American Women in the Arts Film Series
Yale Center for British Art
1080 Chapel Street, New Haven, CT 06520-8280
The American Women in the Arts Film Series, along with the Beinecke Library's concurrent summer exhibitions Intimate Circles: American Women in the Arts and Extravagant Crowd: Carl Van Vechten's Portraits of Women, celebrates the Beinecke Library's rich collections of archival material documenting the contributions of American women in the artistic and literary movements of the early twentieth century.
Saturday August 2, 1 pm, The Age of Innocence (1993, Martin Scorsese, 139 minutes)
Daniel Day-Lewis, Winona Ryder, and Michelle Pfeiffer star in this adaptation of Edith Wharton's Pulitzer Prize winning novel. Wharton's literary archive is housed at the Beinecke Library.
Saturday August 9, 1, pm, Reds (1981, Warren Beatty, 194 minutes)
Beatty directs and stars in this Oscar-nominated epic film about the lives of revolutionary journalists John Reed and Louise Bryant. Beatty creates a unique narrative style by including interviews with "witnesses" who were contemporaries of Reed and Bryant, including Adele Gutman Nathan whose theatrical career is featured in the Beinecke exhibition. Diane Keaton, Jack Nicholson, and Maureen Stapleton also star in this film and were nominated for Oscars for their performances (Stapleton won for Best Supporting Actress).
Saturday August 16, 1 pm The Nun's Story (1959, Fred Zinnemenn, 149 Minutes)
Based on the novel by Kathryn Hulme, who is featured in the Beinecke exhibition, The Nun's Story is a thoughtful film about the life of Gabrielle Van Der Mal whose calling to the religious life is complicated by daily tests of her faith in her order and as a missionary working at a Congolese hospital. When she returns to the motherhouse in France, she faces the ultimate test of her faith when the sisters are forbidden by the order to take sides in World War II.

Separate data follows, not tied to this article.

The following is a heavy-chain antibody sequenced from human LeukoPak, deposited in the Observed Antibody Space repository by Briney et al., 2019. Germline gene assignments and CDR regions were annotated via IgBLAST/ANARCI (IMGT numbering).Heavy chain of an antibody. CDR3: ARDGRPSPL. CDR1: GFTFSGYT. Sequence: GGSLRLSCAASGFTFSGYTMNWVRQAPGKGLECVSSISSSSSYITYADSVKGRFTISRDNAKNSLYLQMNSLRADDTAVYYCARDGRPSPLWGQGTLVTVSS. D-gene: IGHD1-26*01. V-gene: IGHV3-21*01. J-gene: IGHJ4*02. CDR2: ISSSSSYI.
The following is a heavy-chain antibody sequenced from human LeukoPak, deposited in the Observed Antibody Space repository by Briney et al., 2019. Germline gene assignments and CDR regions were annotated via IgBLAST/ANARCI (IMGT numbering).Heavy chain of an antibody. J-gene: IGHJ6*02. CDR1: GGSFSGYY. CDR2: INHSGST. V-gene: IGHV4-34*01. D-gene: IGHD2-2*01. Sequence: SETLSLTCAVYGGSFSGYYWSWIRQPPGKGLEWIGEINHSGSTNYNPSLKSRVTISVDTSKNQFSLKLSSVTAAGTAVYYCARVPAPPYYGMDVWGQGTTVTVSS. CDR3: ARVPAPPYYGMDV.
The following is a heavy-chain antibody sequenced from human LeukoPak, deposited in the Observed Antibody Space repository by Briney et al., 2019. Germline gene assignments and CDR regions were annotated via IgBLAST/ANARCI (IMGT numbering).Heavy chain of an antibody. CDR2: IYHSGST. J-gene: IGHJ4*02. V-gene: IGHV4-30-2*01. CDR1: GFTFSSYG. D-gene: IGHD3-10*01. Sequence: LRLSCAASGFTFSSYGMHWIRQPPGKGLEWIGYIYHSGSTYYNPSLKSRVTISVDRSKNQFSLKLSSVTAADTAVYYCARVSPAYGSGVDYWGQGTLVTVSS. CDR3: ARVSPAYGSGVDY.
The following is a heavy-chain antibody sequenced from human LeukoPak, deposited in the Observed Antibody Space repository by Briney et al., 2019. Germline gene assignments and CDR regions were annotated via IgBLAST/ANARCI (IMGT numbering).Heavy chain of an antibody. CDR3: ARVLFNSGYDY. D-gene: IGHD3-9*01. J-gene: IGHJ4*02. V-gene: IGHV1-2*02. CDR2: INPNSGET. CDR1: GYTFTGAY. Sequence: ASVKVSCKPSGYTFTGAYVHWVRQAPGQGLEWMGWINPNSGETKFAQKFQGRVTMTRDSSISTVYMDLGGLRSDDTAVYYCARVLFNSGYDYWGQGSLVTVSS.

Saturday August 23, 1 pm, St. Louis Blues (1958, Allen Reisner, 105 minutes)
St. Louis Blues features some of the most popular African American musicians and performers of the twentieth century, including Nat King Cole, Ruby Dee, Eartha Kitt, Mahalia Jackson, Cab Calloway, and Pearl Bailey. The film's main character, Will Handy (played by Cole), is a blues musician who wants to reconcile with his estranged father, a southern preacher. Carl van Vechten's portraits of several of the women starring in the film are featured in Extravagant Crowd.
Saturday August 30, 1 pm, Rebecca (1940, Alfred Hitchcock, 130 minutes)
The only one of Alfred Hitchcock's films to win the Oscar for Best Picture, Rebecca is one of his finest productions. The film stars Joan Fontaine as a new bride who moves into the house her wealthy husband, played by Laurence Olivier, shared with his late wife, Rebecca. In a stunning, Oscar winning performance, Judith Anderson plays the housekeeper, Mrs. Danvers, who, in defense of Rebecca's memory, haunts and torments the new wife, pushing her toward insanity. Anderson's portrait is included in Extravagant Crowd; Carl Van Vechten made hundreds of photographs of the actress, who was also his close friend.